William Saunderson-Meyer
William Saunderson-Meyer

All that Emperor Zuma wants is respect, mon. Respect!

South Africa is devolving into an imperial presidency. At its head stands Emperor Jacob Zuma, an incipient despot taking critical decisions on apparent whim.

It emerged this week that six weeks after announcing a R1-trillion deal with Russia for nuclear power stations, struck mano a mano between the South African and Russian presidents, the most senior levels of government still have not a clue what the agreement entails. Business Day revealed that neither the Treasury, which will be hard pressed to fund the deal, nor the Cabinet sub committee, which is supposed to determine nation’s energy strategy, have yet seen any of documentation.

Such a high-handed approach not only contradicts the mantra of accountability that the African National Congress loves to wax eloquent about. It also flouts the system of shared cabinet responsibility that the government is constitutionally meant to operate under.

Some of the problem lies is Zuma’s disdain for the Constitution that he swore to uphold. Another aspect of the problem is that our increasingly imperious leader is surrounded by sycophantic acolytes who will do anything that needs to be done to protect Number One from democratic scrutiny.

That Zuma has only a rudimentary understanding of the document that lays out the parameters of power, has been clear for a long time. A few years back he told a rally that the ANC was more important than the Constitution. It caused a furore at the time but was actually no more than a minor gaffe, since Zuma was merely articulating what many in the party secretly believe.

More revealing of Zuma’s ignorance of the nation’s founding document was an exchange with the official opposition, during which he said: ‘Sorry, we have more rights here because we are a majority. You have fewer rights because you are a minority … That’s how democracy works.’

That was in 2012 and the president seems not to have learnt much to the contrary in the interim. This week the Democratic Alliance’s parliamentary leader Mmusi Maimane raised the issue of Zuma’s failure since August to appear before the Assembly to answer MPs’ questions, as he is statutorily obliged to do at least four times a year.

In reply, Deputy President Cyril Ramaphosa told MPs that they were unlikely to see the president in the National Assembly until he was treated with the proper respect. While the president had a ‘deep respect’ for the House, as long as MPs disrespected Zuma there could be no good, functional relationship.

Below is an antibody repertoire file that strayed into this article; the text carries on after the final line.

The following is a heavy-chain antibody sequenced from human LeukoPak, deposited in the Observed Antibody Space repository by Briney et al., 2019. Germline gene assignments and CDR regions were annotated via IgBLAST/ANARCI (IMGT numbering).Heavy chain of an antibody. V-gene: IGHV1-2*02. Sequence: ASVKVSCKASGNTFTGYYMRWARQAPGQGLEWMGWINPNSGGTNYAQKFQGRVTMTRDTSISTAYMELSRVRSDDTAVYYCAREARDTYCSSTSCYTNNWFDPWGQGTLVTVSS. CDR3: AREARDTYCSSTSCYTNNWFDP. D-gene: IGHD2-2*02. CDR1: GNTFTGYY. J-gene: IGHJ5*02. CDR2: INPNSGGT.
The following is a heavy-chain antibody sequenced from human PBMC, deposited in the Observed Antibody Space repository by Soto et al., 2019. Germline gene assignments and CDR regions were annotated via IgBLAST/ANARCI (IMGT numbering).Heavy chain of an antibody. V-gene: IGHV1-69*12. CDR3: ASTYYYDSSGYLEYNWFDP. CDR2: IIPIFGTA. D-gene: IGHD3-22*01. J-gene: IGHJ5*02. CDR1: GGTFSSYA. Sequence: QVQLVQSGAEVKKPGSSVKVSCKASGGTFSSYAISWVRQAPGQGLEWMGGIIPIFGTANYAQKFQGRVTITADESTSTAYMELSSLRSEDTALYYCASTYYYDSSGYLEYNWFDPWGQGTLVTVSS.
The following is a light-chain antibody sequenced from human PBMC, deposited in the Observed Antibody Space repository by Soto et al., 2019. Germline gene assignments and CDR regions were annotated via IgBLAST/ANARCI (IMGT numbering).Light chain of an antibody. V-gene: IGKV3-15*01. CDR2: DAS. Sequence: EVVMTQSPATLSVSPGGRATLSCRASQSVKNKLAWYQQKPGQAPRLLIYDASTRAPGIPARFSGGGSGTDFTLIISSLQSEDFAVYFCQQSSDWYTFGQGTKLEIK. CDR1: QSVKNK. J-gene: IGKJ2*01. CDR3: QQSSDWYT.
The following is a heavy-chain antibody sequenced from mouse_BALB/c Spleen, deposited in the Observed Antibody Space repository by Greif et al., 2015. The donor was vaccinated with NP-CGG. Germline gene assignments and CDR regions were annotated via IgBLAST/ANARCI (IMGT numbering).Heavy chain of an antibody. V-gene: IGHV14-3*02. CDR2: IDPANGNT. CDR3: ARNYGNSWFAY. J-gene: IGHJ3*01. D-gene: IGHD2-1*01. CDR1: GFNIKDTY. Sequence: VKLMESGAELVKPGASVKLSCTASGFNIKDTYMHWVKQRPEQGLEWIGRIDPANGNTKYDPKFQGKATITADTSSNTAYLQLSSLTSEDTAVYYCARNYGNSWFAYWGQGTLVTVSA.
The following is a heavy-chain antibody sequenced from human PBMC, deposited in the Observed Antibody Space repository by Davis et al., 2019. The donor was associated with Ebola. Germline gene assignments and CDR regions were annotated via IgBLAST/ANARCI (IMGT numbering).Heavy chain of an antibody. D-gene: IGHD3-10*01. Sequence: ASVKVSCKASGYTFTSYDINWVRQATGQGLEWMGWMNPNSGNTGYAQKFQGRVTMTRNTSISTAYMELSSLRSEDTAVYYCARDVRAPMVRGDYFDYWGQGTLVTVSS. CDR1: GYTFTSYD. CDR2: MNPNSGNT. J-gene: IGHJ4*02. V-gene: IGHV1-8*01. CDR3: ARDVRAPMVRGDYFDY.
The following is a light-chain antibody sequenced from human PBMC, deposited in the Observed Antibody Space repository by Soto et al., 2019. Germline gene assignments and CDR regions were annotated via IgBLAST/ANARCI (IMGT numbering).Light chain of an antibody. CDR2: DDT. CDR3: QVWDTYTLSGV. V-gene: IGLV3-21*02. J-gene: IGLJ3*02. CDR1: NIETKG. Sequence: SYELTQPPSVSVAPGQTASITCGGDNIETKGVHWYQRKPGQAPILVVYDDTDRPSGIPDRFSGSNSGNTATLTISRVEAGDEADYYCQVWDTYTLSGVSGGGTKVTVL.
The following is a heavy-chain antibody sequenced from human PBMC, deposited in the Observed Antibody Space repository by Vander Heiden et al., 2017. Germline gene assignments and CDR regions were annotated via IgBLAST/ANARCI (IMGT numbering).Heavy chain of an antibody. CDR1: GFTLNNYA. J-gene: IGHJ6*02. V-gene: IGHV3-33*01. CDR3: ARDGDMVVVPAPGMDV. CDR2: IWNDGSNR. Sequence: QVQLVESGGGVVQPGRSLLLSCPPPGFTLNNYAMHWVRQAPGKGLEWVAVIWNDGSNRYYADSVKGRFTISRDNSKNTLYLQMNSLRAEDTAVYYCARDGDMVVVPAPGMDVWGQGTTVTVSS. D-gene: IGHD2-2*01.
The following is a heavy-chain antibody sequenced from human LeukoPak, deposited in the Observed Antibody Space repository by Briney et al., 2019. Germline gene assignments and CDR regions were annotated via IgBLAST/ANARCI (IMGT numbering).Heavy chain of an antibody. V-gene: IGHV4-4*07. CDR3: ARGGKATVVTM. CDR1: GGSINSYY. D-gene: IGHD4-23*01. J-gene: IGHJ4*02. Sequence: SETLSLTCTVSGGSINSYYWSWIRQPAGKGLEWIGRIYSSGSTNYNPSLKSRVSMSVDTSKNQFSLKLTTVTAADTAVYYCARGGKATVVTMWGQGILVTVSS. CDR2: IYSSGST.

Ramaphosa said that that relationship between MPs and the executive was a ‘two-way street’ and if they wanted a ‘decent relationship’, then it had to be ‘mutually beneficial’. This plea for some kind of political equivalent of ‘friends with benefits’ didn’t go down well with MPs from the opposition parties.

Congress of the People leader Mosiuoa Lekota cut incisively through Ramaphosa’s sophistry. The impression should not be created, he warned, that the president and deputy president accounting to Parliament was dependent on the behaviour of opposition MPs.

And there’s the nub of it. It is a breach of the Constitution for Zuma to stay away from Parliament because the back benches host a gang of Economic Freedom Front yobboes who jeer and gesticulate. While mutual respect between the head of state and the people’s elected representatives is desirable, everywhere in the world it inevitably on occasion frays.

It’s then up to the Speaker or the leader of house to restore order, by recourse to the rules of the legislature. There is no reason to believe that in SA these regulations are inadequate. They have served adequately through more politically robust times than the present chanted refrain of ‘Pay back the money’.

Unfortunately, however, Baleka Mbete was given the job of Speaker not to act as an even-handed arbiter, but in order to shield Zuma from unpleasant questions. In similar vein, Higher Education Minister Blade Nzimande wants a law enacted to protect Zuma from ‘insults’ by the media.

It seems what the common people need to learn, if necessary through legislative suasion, is that Emperor Zuma is dressed in dazzlingly fine raiment.

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